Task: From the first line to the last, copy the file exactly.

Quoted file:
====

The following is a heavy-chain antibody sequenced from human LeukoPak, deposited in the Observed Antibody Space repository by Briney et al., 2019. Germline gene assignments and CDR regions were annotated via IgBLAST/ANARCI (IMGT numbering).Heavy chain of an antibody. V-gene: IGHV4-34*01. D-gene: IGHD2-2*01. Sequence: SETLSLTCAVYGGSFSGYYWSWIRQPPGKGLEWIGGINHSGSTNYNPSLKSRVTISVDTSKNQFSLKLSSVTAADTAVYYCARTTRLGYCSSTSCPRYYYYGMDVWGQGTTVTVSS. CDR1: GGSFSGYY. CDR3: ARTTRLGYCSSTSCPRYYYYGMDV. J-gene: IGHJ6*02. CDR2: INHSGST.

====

The following is a heavy-chain antibody sequenced from human LeukoPak, deposited in the Observed Antibody Space repository by Briney et al., 2019. Germline gene assignments and CDR regions were annotated via IgBLAST/ANARCI (IMGT numbering).Heavy chain of an antibody. V-gene: IGHV4-34*01. D-gene: IGHD2-2*01. Sequence: SETLSLTCAVYGGSFSGYYWSWIRQPPGKGLEWIGGINHSGSTNYNPSLKSRVTISVDTSKNQFSLKLSSVTAADTAVYYCARTTRLGYCSSTSCPRYYYYGMDVWGQGTTVTVSS. CDR1: GGSFSGYY. CDR3: ARTTRLGYCSSTSCPRYYYYGMDV. J-gene: IGHJ6*02. CDR2: INHSGST.